22 Jump Street is an exercise in semiotics. It is, to put it bluntly, not much of a film but an idea for a film that aligns with a zeitgeist in contemporary cinema. The film functions in a meta-universe that acknowledges its predecessor (2012’s 21 Jump Street) and possesses the intrinsic awareness of its own sequel-ness. It’s hard to imagine the producers of 21 Jump Street thinking that rebooting a 80s property with Jonah Hill and Channing Tatum would’ve been much of a gamble, but the discourse found throughout 22 Jump Street is one that finds itself wondering why it exists: that question crossed my mind as well.
As recent comedy sequels (Hangover II, Anchorman 2) have all essentially lifted the template of their success from their predecessors, 22 Jump Street’s self-awareness calls to complicate that measure. Writers Michael Bacall, Oren Uziel, and Rodney Rothman make it clear from the onset: the budget is bigger, the stakes are not. The notion to sticking to what works is the film’s mantra - the fact that this is verbally reinforced throughout the duration of 22 Jump Street proves to be one of the most tapped sources of humor through the film.
The film’s setting shifts from high school to college, with Tatum and Hill reprising their roles. But whereas 21 Jump Street offered an interesting revision of archaic high school social structures (the learned and emotionally attuned granola kids were now the in-crowd), this college-focused setting does away with any particular insights of its milieu. Perhaps it’s because the setting is more familiar (there certainly must at least be a 2:1 ratio of college films to high school pictures), but nothing about MC State or its campus dwellers feels particularly new - though perhaps the point (McState).
22 Jump Street’s persistent attempts at reinforcing doubles falls in line with many of the picture of 2014 and their concerns with a second-self (The Double, The One I Love , Enemy). But this film takes this precedence to another level by reevaluating itself in light of its predecessor. “Sameness” is sought for; anything that complicates the sturdy dynamic that Tatum and Hill have cultivated is met with audience reprieve. This is a film that sees its greatest comic achievements through subtle accents.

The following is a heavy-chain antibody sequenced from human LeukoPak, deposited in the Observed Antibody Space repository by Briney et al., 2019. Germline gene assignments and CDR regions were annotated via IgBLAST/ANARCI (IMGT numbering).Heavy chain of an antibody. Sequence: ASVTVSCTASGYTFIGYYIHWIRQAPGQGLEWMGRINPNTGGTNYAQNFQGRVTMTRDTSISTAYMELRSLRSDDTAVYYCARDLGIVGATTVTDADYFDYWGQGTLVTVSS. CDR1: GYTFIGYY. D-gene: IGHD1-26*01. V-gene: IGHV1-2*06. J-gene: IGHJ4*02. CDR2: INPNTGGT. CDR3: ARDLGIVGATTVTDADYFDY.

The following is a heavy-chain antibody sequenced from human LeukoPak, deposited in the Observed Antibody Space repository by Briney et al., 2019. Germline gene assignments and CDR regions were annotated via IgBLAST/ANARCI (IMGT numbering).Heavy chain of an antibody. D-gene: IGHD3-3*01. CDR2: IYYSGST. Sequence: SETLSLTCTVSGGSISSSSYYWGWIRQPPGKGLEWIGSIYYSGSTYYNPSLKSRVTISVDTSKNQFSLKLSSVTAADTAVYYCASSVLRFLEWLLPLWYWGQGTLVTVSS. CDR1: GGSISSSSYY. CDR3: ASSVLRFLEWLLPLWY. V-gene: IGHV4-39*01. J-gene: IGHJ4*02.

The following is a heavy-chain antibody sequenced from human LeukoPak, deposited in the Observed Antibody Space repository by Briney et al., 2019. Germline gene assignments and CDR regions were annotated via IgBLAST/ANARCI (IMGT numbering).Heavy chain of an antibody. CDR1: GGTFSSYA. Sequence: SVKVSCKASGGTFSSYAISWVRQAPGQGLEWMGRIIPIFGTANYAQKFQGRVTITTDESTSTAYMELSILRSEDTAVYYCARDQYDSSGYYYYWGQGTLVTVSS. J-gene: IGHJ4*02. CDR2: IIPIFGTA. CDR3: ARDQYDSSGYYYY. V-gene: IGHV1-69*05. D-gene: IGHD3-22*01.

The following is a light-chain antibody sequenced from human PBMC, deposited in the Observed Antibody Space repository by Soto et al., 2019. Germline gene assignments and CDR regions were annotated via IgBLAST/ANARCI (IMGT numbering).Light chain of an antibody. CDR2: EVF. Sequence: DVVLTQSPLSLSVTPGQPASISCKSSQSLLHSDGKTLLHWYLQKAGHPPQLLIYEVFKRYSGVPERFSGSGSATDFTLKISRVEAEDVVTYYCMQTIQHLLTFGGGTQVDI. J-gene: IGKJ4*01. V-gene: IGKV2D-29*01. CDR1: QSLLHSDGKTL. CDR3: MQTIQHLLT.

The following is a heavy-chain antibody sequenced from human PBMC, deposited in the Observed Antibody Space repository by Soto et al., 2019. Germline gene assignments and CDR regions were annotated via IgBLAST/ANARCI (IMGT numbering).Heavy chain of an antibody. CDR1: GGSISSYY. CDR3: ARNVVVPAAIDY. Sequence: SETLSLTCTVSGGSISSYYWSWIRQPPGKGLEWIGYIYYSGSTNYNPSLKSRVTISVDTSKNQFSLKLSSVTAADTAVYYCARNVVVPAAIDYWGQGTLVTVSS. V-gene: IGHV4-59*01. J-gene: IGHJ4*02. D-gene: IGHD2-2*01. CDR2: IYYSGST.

Yet those familiar with director Christopher Miller and Phil Lord’s work (21 Jump Street, Cloudy with a Chance of Meatballs, The LEGO Movie) would understand that subtly isn’t a trait that possess. They are directors of considerable efficiency but their hyperactivity demonstrates restlessness over anything else. One could accuse director Edgar Wright of a similar hyperactivity (Hot Fuzz submits a more persuasive reevaluation of action-comedy tropes), but at least his pictures have a developed visual construction that suggest a fundamental awareness how to compose a dramatic scene, action sequence, etc.
Recall the highway chase in 21 Jump Street: the jokey premise of an explosion occurring was undermined and only realized at its most absurd. In 22 Jump Street, everything explodes and everything is absurd. There’s a constant sense of cynicism to its construction that calls to question the entire culture of sequels and its consumers. Cumulatively, it’s a clever statement that doesn’t hinder the 22 Jump Street’s fundamental desire to provoke a laugh. But this is a singular note that’s played to excess, providing density but not quite the richness that it strives for.